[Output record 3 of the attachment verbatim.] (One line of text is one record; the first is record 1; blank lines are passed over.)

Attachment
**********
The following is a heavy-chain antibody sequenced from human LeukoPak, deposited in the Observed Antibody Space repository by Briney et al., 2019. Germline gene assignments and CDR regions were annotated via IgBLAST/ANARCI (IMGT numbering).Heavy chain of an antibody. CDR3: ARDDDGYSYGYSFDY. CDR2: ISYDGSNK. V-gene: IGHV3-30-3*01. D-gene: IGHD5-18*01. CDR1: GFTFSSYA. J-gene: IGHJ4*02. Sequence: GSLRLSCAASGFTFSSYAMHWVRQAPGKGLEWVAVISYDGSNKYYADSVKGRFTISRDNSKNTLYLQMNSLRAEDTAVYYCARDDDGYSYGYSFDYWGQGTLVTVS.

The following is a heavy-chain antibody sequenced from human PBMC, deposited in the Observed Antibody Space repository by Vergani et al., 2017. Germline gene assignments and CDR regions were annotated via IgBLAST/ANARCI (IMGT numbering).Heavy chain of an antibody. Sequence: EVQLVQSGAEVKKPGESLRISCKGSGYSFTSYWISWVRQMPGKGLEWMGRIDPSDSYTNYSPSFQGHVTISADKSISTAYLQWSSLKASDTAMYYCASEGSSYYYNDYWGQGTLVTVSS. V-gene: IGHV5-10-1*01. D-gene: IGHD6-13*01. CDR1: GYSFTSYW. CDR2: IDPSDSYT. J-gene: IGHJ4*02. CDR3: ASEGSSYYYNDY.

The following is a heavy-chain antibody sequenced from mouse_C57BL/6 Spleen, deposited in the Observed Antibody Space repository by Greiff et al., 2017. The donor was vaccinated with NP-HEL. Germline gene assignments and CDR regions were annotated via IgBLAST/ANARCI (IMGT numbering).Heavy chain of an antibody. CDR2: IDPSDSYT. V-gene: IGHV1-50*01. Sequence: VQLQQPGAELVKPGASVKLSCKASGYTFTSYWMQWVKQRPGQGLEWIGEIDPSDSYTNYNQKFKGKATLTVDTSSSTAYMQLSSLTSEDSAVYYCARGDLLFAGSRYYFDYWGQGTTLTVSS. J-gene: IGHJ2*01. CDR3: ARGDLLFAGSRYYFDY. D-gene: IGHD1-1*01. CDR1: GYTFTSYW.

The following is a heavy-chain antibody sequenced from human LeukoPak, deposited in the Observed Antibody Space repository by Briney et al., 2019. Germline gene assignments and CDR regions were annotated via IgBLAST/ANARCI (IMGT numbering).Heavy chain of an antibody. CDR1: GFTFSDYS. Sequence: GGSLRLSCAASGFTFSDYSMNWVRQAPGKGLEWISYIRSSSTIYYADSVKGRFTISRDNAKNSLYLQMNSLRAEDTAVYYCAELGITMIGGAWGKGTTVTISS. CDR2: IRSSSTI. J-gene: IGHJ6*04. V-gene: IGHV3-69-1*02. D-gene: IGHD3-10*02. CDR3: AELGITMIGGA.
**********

The following is a heavy-chain antibody sequenced from mouse_C57BL/6 Spleen, deposited in the Observed Antibody Space repository by Greiff et al., 2017. The donor was vaccinated with NP-HEL. Germline gene assignments and CDR regions were annotated via IgBLAST/ANARCI (IMGT numbering).Heavy chain of an antibody. CDR2: IDPSDSYT. V-gene: IGHV1-50*01. Sequence: VQLQQPGAELVKPGASVKLSCKASGYTFTSYWMQWVKQRPGQGLEWIGEIDPSDSYTNYNQKFKGKATLTVDTSSSTAYMQLSSLTSEDSAVYYCARGDLLFAGSRYYFDYWGQGTTLTVSS. J-gene: IGHJ2*01. CDR3: ARGDLLFAGSRYYFDY. D-gene: IGHD1-1*01. CDR1: GYTFTSYW.